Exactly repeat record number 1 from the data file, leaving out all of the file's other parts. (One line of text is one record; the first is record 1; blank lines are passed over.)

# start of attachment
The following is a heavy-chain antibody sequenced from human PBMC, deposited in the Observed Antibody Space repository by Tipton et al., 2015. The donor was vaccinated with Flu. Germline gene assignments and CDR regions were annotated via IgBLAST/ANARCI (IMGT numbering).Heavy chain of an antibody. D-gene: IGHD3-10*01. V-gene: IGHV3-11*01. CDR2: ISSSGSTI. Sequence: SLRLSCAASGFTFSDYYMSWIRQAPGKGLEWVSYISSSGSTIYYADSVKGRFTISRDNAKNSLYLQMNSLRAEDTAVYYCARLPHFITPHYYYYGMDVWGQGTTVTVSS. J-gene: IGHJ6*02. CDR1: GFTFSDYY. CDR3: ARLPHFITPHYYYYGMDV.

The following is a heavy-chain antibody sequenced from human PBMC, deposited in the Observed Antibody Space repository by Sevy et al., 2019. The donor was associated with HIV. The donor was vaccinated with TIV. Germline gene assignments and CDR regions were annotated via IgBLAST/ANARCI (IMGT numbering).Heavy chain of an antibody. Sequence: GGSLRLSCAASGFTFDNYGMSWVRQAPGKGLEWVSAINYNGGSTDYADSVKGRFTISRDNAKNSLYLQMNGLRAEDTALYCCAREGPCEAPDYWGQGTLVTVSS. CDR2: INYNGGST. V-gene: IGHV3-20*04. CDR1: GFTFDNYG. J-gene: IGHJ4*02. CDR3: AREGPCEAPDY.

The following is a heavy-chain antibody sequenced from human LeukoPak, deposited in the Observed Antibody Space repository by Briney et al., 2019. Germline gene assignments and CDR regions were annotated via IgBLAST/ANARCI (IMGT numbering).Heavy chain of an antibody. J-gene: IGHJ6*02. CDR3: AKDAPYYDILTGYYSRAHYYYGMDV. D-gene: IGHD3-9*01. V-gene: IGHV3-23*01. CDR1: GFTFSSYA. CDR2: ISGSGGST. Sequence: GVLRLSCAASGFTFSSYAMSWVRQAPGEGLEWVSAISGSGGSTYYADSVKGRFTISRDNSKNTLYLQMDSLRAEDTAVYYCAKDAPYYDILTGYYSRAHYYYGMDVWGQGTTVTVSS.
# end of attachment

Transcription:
The following is a heavy-chain antibody sequenced from human PBMC, deposited in the Observed Antibody Space repository by Tipton et al., 2015. The donor was vaccinated with Flu. Germline gene assignments and CDR regions were annotated via IgBLAST/ANARCI (IMGT numbering).Heavy chain of an antibody. D-gene: IGHD3-10*01. V-gene: IGHV3-11*01. CDR2: ISSSGSTI. Sequence: SLRLSCAASGFTFSDYYMSWIRQAPGKGLEWVSYISSSGSTIYYADSVKGRFTISRDNAKNSLYLQMNSLRAEDTAVYYCARLPHFITPHYYYYGMDVWGQGTTVTVSS. J-gene: IGHJ6*02. CDR1: GFTFSDYY. CDR3: ARLPHFITPHYYYYGMDV.